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Violence against women - the courage of a father

By Waleed Aly - posted Friday, 25 November 2005

Amna, Abida, Sajida, Assia and Fatima Niazi never had a say in this. Nine years ago, a tribal council in a Punjabi village ordered, in their absence, that they marry the illiterate boys of an enemy family. Really, “marry” is the wrong word: they were effectively given as compensation when a member of their family shot dead a family rival. They were to be nothing more than payment of a debt. At the time, the eldest was 13-years-old, the youngest just 6-years-old.

This appallingly tribal and un-Islamic practice of trading women to resolve disputes, known as “vani”, is tragically common in the poorest, most illiterate tribal villages in Pakistan. The Human Rights Commission of Pakistan has condemned it as a “barbaric custom”, and last year, after a 3-year-old girl near Multan was betrothed to a 60-year-old man in similar circumstances, the Pakistani Government passed a law banning it.

But the illegal practice continues and for the five Niazi women, it remains all too real. Now aged between 15 and 22, their lives are in grave danger. Their fathers have refused to honour these so-called marriages, and the village council has ruled that they should be abducted, raped or killed as punishment.


But Jehan Khan Niazi, the father of three of the women, will not buckle. His daughters are young, educated women pursuing tertiary studies with bright futures ahead of them. They have said they will commit suicide if he obeys the council’s ruling. “I have refused to give in to the council’s request as it is un-Islamic. I cannot hand over my girls like goats to marry these illiterate boys,” said Mr Niazi. The council has ordered that he and his brothers be killed, too.

Amna, the eldest of the Niazi women, has taken inspiration from her father’s principled stand: “Despite having little money, he has educated us and shown us that we must stand up in society and demand our rights,” she said. Friends have told her younger sister Abida that they are “fighting for the oppressed women of Pakistan”.

It is impossible for most of us in Australia to appreciate the courage of these women and the madness that oppresses them. This level of barbaric violence against women tends to occur where poverty and illiteracy have been entrenched for generations. We should be thankful that in more affluent communities like ours we almost never encounter anything so extreme.

But let us not pretend for a second we do not face our own problems. Serious problems. Violence against women is not something that only happens elsewhere. It has become a true pandemic: an international scourge that is among the most hideous stains on humanity’s soul. And in this regard, Australia’s soul is far from stainless.

According to a study last year by the Australian Institute of Criminology, nearly 60 per cent of Australian women have experienced at least one incident of physical or sexual violence in their lives. Over one million Australian women have suffered violence in, or after, a relationship. The women most abused are young and disabled.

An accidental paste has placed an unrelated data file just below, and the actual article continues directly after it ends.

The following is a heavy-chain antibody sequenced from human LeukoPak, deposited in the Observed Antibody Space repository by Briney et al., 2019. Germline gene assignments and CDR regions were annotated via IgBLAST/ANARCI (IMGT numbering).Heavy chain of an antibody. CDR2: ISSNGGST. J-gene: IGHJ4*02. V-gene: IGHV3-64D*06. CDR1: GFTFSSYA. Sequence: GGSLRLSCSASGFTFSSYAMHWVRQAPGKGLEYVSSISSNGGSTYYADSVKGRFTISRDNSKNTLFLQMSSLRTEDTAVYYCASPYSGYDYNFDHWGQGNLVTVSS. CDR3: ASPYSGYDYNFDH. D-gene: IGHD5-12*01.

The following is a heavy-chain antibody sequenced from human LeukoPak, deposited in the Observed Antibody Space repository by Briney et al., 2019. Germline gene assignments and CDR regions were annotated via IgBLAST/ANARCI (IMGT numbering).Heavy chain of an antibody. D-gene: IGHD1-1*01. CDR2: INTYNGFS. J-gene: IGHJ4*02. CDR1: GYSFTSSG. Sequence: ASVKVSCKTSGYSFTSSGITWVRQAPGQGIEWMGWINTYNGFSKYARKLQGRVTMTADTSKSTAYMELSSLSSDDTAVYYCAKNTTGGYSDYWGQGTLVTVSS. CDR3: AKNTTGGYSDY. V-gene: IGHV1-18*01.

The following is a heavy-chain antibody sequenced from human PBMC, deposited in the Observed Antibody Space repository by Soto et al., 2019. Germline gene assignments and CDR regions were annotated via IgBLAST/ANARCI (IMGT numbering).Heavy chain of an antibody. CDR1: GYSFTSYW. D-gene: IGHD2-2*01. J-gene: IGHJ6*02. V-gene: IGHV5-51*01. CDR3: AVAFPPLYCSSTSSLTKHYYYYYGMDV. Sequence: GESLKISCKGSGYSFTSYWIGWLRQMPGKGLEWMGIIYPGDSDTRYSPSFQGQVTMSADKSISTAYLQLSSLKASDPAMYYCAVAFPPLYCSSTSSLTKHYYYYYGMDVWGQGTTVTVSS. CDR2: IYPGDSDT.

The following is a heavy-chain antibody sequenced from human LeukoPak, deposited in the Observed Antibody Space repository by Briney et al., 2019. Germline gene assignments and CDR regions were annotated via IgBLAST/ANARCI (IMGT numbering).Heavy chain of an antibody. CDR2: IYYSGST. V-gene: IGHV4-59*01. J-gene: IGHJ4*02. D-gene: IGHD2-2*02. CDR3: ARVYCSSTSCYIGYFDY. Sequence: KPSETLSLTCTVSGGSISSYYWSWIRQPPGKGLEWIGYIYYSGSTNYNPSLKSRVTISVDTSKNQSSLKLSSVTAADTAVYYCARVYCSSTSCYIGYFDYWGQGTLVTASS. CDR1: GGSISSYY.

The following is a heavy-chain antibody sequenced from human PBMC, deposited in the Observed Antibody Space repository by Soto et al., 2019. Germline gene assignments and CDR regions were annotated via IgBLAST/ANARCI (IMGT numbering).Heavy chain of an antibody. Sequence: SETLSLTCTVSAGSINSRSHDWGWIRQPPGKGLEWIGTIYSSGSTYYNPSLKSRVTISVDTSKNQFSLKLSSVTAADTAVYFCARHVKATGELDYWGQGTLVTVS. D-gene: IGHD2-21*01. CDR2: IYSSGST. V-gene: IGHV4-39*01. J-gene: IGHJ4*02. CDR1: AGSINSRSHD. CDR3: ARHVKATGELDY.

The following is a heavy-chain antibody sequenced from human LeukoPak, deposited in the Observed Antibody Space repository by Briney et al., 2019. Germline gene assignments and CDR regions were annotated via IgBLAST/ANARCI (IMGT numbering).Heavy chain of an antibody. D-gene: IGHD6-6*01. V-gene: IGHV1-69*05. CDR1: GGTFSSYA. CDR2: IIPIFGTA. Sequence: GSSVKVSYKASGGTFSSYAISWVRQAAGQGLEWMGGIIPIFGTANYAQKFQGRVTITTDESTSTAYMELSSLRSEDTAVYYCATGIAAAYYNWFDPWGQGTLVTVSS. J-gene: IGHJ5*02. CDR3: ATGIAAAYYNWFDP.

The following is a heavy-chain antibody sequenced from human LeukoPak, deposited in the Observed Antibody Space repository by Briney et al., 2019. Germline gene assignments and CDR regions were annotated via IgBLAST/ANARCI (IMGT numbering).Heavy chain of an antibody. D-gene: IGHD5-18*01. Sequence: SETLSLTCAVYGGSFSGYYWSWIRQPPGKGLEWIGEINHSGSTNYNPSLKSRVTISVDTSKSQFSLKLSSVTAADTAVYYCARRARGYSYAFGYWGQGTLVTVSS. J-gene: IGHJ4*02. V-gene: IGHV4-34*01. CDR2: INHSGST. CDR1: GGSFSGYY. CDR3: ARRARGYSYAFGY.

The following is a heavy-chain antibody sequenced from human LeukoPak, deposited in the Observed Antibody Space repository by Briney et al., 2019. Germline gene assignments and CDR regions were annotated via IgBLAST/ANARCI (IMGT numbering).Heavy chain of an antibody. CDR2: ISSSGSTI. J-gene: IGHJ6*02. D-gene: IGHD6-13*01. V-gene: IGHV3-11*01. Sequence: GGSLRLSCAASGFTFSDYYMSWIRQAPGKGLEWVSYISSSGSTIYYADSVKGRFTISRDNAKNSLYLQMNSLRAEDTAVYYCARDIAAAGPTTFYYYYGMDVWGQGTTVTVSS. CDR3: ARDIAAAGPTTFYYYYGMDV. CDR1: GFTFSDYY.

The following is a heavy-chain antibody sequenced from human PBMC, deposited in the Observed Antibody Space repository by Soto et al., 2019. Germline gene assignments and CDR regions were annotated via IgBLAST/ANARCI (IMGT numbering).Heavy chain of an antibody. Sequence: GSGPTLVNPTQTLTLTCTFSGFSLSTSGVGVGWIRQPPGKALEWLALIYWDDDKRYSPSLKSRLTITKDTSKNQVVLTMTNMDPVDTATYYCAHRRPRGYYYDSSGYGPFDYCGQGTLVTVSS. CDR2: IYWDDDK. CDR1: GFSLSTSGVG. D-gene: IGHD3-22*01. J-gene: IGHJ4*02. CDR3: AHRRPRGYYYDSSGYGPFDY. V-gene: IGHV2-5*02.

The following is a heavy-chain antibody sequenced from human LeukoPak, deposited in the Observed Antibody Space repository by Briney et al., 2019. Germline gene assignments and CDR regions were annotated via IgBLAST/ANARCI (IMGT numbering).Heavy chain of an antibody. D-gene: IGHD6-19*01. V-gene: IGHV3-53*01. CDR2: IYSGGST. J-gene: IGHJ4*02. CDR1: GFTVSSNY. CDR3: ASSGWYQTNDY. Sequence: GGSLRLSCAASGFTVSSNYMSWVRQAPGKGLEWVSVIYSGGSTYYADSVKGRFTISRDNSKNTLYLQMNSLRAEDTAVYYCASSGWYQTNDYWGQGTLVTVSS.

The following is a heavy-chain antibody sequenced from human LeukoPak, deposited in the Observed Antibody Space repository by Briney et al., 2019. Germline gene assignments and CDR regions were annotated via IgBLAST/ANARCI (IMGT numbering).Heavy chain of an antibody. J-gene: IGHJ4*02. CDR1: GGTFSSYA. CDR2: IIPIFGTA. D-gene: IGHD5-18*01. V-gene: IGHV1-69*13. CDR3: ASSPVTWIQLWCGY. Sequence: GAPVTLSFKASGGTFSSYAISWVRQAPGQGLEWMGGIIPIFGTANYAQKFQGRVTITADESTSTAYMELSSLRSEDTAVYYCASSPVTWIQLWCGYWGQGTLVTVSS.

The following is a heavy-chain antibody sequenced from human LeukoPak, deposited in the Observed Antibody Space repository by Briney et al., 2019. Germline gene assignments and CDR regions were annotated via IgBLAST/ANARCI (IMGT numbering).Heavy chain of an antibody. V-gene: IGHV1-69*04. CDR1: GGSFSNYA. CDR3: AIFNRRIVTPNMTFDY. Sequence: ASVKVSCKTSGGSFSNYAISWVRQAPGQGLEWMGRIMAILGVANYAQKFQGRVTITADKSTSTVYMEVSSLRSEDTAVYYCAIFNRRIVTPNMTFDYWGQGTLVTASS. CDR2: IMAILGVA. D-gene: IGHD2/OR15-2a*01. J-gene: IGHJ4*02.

Children are also abused in the process. In well over a third of cases where women are beaten, children are too. A whopping 90 per cent of children in violent homes have seen violence perpetrated against their own mother. This is psychologically damaging and can lead to health and behavioural problems.


This violence spans all racial, cultural and religious borders in Australia. It occurs across different occupations and education levels. At some point we have to acknowledge that we are talking about a pervasive phenomenon that wreaks havoc across generations. It tears societies apart.

For too long, we have left responsibility for solving this problem at the feet of women. This places an unjust burden on the most powerless, humiliated victims. We will only defeat this blight when, as men, we claim ownership of the problem and say emphatically that we will not tolerate violence against women any more.

Today is a day for making precisely that statement. It is White Ribbon Day: the International Day for the Elimination of Violence Against Women. It is about saying violence against women is a men’s issue too.

A world away, Jehan Khan Niazi has sacrificed his own safety for his daughters. He is making a heroic stand against the oppression and violence women suffer in his part of the world. Our circumstances may not be as extreme, but they are still deadly serious. Australian men should take his lead.

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Waleed Aly has been appointed a White Ribbon Day ambassador. Versions of this article appear in The Courier-Mail and the Advertiser on November 24, 2005.

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About the Author

Waleed Aly, a Melbourne lawyer, is a member of the Islamic Council of Victoria executive. He is a lecturer in the Global Terrorism Research Centre at Monash Univeristy. His book, People Like Us (Picador), will be published in September.

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